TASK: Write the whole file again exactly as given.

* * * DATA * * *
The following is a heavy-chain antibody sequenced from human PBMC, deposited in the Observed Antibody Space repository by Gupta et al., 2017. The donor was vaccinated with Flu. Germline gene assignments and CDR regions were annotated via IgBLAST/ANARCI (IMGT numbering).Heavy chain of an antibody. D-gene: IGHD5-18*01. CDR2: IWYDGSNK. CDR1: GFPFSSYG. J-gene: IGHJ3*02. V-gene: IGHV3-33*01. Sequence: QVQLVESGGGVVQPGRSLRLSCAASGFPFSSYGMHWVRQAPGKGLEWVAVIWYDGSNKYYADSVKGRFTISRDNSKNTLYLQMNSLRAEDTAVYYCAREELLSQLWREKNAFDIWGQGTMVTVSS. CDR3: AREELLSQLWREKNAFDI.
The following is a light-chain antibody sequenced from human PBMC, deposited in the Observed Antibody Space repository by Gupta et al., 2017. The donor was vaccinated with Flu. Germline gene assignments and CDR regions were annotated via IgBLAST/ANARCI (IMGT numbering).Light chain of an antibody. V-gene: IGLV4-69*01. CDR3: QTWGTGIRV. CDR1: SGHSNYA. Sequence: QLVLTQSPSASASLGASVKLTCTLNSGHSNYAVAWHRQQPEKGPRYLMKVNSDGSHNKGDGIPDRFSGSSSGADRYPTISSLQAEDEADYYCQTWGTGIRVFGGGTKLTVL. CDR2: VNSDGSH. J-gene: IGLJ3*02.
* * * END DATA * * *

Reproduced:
The following is a heavy-chain antibody sequenced from human PBMC, deposited in the Observed Antibody Space repository by Gupta et al., 2017. The donor was vaccinated with Flu. Germline gene assignments and CDR regions were annotated via IgBLAST/ANARCI (IMGT numbering).Heavy chain of an antibody. D-gene: IGHD5-18*01. CDR2: IWYDGSNK. CDR1: GFPFSSYG. J-gene: IGHJ3*02. V-gene: IGHV3-33*01. Sequence: QVQLVESGGGVVQPGRSLRLSCAASGFPFSSYGMHWVRQAPGKGLEWVAVIWYDGSNKYYADSVKGRFTISRDNSKNTLYLQMNSLRAEDTAVYYCAREELLSQLWREKNAFDIWGQGTMVTVSS. CDR3: AREELLSQLWREKNAFDI.
The following is a light-chain antibody sequenced from human PBMC, deposited in the Observed Antibody Space repository by Gupta et al., 2017. The donor was vaccinated with Flu. Germline gene assignments and CDR regions were annotated via IgBLAST/ANARCI (IMGT numbering).Light chain of an antibody. V-gene: IGLV4-69*01. CDR3: QTWGTGIRV. CDR1: SGHSNYA. Sequence: QLVLTQSPSASASLGASVKLTCTLNSGHSNYAVAWHRQQPEKGPRYLMKVNSDGSHNKGDGIPDRFSGSSSGADRYPTISSLQAEDEADYYCQTWGTGIRVFGGGTKLTVL. CDR2: VNSDGSH. J-gene: IGLJ3*02.